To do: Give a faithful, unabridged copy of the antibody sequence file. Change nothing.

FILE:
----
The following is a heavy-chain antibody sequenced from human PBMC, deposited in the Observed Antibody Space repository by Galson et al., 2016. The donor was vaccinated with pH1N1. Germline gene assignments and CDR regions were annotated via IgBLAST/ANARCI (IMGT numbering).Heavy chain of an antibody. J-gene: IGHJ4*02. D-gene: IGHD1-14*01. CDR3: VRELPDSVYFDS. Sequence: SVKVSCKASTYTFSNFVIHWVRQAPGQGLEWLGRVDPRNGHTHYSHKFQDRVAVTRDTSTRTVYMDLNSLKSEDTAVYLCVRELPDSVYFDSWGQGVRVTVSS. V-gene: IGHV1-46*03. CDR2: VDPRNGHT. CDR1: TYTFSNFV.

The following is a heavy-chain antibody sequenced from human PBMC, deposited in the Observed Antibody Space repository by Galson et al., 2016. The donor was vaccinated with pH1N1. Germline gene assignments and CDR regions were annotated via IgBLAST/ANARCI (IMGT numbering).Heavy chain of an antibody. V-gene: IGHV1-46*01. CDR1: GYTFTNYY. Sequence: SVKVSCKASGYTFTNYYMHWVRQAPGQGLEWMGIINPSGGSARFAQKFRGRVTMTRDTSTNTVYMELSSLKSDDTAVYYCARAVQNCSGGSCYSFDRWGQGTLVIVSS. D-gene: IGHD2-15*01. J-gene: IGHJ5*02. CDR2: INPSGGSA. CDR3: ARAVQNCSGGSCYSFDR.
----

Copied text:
The following is a heavy-chain antibody sequenced from human PBMC, deposited in the Observed Antibody Space repository by Galson et al., 2016. The donor was vaccinated with pH1N1. Germline gene assignments and CDR regions were annotated via IgBLAST/ANARCI (IMGT numbering).Heavy chain of an antibody. J-gene: IGHJ4*02. D-gene: IGHD1-14*01. CDR3: VRELPDSVYFDS. Sequence: SVKVSCKASTYTFSNFVIHWVRQAPGQGLEWLGRVDPRNGHTHYSHKFQDRVAVTRDTSTRTVYMDLNSLKSEDTAVYLCVRELPDSVYFDSWGQGVRVTVSS. V-gene: IGHV1-46*03. CDR2: VDPRNGHT. CDR1: TYTFSNFV.

The following is a heavy-chain antibody sequenced from human PBMC, deposited in the Observed Antibody Space repository by Galson et al., 2016. The donor was vaccinated with pH1N1. Germline gene assignments and CDR regions were annotated via IgBLAST/ANARCI (IMGT numbering).Heavy chain of an antibody. V-gene: IGHV1-46*01. CDR1: GYTFTNYY. Sequence: SVKVSCKASGYTFTNYYMHWVRQAPGQGLEWMGIINPSGGSARFAQKFRGRVTMTRDTSTNTVYMELSSLKSDDTAVYYCARAVQNCSGGSCYSFDRWGQGTLVIVSS. D-gene: IGHD2-15*01. J-gene: IGHJ5*02. CDR2: INPSGGSA. CDR3: ARAVQNCSGGSCYSFDR.